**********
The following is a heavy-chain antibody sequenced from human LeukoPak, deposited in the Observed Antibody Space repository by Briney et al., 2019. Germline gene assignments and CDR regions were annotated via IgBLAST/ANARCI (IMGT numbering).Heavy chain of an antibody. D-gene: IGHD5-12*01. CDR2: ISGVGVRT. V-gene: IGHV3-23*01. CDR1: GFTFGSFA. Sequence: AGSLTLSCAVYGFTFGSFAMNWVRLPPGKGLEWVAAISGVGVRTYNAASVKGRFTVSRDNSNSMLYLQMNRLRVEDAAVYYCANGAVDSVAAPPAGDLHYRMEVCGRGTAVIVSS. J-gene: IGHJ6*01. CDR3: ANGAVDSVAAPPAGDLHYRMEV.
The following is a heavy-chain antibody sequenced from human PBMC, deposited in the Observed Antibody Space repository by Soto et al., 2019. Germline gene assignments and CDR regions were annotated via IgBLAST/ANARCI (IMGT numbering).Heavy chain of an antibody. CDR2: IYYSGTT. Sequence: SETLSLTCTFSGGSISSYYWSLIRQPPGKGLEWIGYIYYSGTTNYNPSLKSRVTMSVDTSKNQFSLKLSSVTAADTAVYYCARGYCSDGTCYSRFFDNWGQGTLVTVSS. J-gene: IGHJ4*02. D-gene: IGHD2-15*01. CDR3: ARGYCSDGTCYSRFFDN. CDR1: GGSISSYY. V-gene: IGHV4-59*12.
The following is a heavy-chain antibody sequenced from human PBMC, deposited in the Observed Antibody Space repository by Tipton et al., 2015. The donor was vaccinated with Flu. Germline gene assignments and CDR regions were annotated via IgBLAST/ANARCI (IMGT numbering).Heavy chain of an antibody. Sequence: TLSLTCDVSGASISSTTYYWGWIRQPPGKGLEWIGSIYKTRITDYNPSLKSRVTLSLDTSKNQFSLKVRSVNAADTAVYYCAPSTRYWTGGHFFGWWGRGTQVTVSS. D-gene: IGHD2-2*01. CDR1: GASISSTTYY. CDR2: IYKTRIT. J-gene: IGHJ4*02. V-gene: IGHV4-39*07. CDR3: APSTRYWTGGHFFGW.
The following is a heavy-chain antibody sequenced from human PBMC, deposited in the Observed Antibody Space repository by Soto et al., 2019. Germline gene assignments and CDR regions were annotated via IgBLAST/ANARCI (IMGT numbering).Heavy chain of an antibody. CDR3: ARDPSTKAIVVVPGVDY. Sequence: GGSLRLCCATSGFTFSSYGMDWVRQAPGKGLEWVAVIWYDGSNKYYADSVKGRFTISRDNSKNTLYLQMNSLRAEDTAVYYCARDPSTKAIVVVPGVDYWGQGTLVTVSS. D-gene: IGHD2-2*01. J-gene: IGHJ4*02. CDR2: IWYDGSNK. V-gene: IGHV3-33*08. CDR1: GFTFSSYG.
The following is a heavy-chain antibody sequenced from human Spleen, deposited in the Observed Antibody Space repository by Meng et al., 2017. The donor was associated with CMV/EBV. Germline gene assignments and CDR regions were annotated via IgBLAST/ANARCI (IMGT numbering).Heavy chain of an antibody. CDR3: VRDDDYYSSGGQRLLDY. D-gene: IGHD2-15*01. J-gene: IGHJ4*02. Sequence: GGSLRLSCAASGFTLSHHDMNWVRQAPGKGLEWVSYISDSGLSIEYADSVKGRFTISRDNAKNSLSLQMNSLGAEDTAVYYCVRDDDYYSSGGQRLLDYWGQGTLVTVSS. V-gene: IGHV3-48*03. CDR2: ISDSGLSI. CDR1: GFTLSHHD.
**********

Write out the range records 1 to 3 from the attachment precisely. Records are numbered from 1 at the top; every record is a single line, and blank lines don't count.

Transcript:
The following is a heavy-chain antibody sequenced from human LeukoPak, deposited in the Observed Antibody Space repository by Briney et al., 2019. Germline gene assignments and CDR regions were annotated via IgBLAST/ANARCI (IMGT numbering).Heavy chain of an antibody. D-gene: IGHD5-12*01. CDR2: ISGVGVRT. V-gene: IGHV3-23*01. CDR1: GFTFGSFA. Sequence: AGSLTLSCAVYGFTFGSFAMNWVRLPPGKGLEWVAAISGVGVRTYNAASVKGRFTVSRDNSNSMLYLQMNRLRVEDAAVYYCANGAVDSVAAPPAGDLHYRMEVCGRGTAVIVSS. J-gene: IGHJ6*01. CDR3: ANGAVDSVAAPPAGDLHYRMEV.
The following is a heavy-chain antibody sequenced from human PBMC, deposited in the Observed Antibody Space repository by Soto et al., 2019. Germline gene assignments and CDR regions were annotated via IgBLAST/ANARCI (IMGT numbering).Heavy chain of an antibody. CDR2: IYYSGTT. Sequence: SETLSLTCTFSGGSISSYYWSLIRQPPGKGLEWIGYIYYSGTTNYNPSLKSRVTMSVDTSKNQFSLKLSSVTAADTAVYYCARGYCSDGTCYSRFFDNWGQGTLVTVSS. J-gene: IGHJ4*02. D-gene: IGHD2-15*01. CDR3: ARGYCSDGTCYSRFFDN. CDR1: GGSISSYY. V-gene: IGHV4-59*12.
The following is a heavy-chain antibody sequenced from human PBMC, deposited in the Observed Antibody Space repository by Tipton et al., 2015. The donor was vaccinated with Flu. Germline gene assignments and CDR regions were annotated via IgBLAST/ANARCI (IMGT numbering).Heavy chain of an antibody. Sequence: TLSLTCDVSGASISSTTYYWGWIRQPPGKGLEWIGSIYKTRITDYNPSLKSRVTLSLDTSKNQFSLKVRSVNAADTAVYYCAPSTRYWTGGHFFGWWGRGTQVTVSS. D-gene: IGHD2-2*01. CDR1: GASISSTTYY. CDR2: IYKTRIT. J-gene: IGHJ4*02. V-gene: IGHV4-39*07. CDR3: APSTRYWTGGHFFGW.